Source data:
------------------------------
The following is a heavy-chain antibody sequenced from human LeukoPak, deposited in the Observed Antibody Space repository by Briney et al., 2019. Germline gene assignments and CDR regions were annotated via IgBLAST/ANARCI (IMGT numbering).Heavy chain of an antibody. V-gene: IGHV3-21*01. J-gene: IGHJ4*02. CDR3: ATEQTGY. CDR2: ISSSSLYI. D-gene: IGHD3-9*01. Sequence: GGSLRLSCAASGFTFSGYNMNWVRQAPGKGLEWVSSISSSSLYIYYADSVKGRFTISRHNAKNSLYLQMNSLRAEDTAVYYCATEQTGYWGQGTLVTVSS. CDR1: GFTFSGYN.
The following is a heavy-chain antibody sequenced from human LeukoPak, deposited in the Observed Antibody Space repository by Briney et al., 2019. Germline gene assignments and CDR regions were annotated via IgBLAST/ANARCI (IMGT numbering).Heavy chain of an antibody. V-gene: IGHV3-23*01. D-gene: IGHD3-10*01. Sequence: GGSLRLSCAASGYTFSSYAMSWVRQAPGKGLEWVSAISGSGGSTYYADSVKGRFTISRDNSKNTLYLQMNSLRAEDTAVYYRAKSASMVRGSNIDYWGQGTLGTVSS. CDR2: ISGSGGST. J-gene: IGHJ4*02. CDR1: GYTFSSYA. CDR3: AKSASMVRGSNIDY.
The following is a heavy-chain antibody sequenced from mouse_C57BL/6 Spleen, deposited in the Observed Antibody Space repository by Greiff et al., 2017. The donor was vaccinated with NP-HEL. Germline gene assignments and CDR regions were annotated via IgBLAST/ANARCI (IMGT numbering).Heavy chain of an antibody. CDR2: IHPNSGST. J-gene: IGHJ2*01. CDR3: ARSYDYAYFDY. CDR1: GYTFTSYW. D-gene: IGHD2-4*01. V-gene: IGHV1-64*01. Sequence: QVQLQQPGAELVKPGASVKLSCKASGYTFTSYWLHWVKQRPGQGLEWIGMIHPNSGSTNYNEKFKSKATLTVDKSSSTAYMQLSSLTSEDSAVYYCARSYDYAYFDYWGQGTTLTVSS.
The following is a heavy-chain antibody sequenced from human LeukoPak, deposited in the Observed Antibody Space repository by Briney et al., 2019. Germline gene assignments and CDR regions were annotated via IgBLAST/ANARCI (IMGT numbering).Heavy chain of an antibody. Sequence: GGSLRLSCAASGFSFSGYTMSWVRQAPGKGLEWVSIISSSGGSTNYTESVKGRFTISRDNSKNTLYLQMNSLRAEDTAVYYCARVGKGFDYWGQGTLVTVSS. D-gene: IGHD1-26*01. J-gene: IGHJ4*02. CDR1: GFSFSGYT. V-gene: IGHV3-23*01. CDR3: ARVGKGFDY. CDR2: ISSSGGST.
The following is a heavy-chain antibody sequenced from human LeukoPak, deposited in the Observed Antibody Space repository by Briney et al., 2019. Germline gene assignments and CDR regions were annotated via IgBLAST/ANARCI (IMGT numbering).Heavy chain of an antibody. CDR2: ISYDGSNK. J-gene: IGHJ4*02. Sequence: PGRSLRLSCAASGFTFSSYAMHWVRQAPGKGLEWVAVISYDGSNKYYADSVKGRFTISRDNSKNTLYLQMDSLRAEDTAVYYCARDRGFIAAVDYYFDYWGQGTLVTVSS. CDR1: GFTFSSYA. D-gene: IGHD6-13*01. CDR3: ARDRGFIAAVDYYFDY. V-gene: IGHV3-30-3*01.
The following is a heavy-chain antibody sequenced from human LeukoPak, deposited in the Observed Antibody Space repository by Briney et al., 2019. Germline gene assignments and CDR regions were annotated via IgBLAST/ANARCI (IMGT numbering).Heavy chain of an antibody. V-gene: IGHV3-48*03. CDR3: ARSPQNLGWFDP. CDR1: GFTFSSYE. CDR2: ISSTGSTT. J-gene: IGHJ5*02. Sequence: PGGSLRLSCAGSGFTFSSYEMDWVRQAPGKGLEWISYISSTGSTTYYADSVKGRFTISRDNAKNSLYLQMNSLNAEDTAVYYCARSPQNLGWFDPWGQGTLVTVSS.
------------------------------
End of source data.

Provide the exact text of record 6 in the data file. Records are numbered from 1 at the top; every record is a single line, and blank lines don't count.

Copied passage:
The following is a heavy-chain antibody sequenced from human LeukoPak, deposited in the Observed Antibody Space repository by Briney et al., 2019. Germline gene assignments and CDR regions were annotated via IgBLAST/ANARCI (IMGT numbering).Heavy chain of an antibody. V-gene: IGHV3-48*03. CDR3: ARSPQNLGWFDP. CDR1: GFTFSSYE. CDR2: ISSTGSTT. J-gene: IGHJ5*02. Sequence: PGGSLRLSCAGSGFTFSSYEMDWVRQAPGKGLEWISYISSTGSTTYYADSVKGRFTISRDNAKNSLYLQMNSLNAEDTAVYYCARSPQNLGWFDPWGQGTLVTVSS.